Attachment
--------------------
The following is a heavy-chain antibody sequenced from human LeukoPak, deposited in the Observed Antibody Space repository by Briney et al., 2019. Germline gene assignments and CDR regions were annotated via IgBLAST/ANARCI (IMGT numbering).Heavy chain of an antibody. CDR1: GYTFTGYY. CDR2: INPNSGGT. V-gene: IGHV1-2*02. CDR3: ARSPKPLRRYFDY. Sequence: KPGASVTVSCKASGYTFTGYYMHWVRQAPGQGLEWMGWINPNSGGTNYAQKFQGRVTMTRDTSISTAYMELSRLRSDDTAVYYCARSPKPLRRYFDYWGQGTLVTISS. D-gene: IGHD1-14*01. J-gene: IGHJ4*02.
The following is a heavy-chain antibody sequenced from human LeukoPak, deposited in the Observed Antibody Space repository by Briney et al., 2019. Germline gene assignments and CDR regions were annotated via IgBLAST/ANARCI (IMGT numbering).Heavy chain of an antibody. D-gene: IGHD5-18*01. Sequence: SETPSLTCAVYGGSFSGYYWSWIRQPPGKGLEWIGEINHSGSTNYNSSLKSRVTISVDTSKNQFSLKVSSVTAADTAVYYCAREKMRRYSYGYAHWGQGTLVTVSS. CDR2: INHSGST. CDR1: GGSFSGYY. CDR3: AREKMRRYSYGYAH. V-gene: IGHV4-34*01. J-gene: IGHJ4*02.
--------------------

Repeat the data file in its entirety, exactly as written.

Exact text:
The following is a heavy-chain antibody sequenced from human LeukoPak, deposited in the Observed Antibody Space repository by Briney et al., 2019. Germline gene assignments and CDR regions were annotated via IgBLAST/ANARCI (IMGT numbering).Heavy chain of an antibody. CDR1: GYTFTGYY. CDR2: INPNSGGT. V-gene: IGHV1-2*02. CDR3: ARSPKPLRRYFDY. Sequence: KPGASVTVSCKASGYTFTGYYMHWVRQAPGQGLEWMGWINPNSGGTNYAQKFQGRVTMTRDTSISTAYMELSRLRSDDTAVYYCARSPKPLRRYFDYWGQGTLVTISS. D-gene: IGHD1-14*01. J-gene: IGHJ4*02.
The following is a heavy-chain antibody sequenced from human LeukoPak, deposited in the Observed Antibody Space repository by Briney et al., 2019. Germline gene assignments and CDR regions were annotated via IgBLAST/ANARCI (IMGT numbering).Heavy chain of an antibody. D-gene: IGHD5-18*01. Sequence: SETPSLTCAVYGGSFSGYYWSWIRQPPGKGLEWIGEINHSGSTNYNSSLKSRVTISVDTSKNQFSLKVSSVTAADTAVYYCAREKMRRYSYGYAHWGQGTLVTVSS. CDR2: INHSGST. CDR1: GGSFSGYY. CDR3: AREKMRRYSYGYAH. V-gene: IGHV4-34*01. J-gene: IGHJ4*02.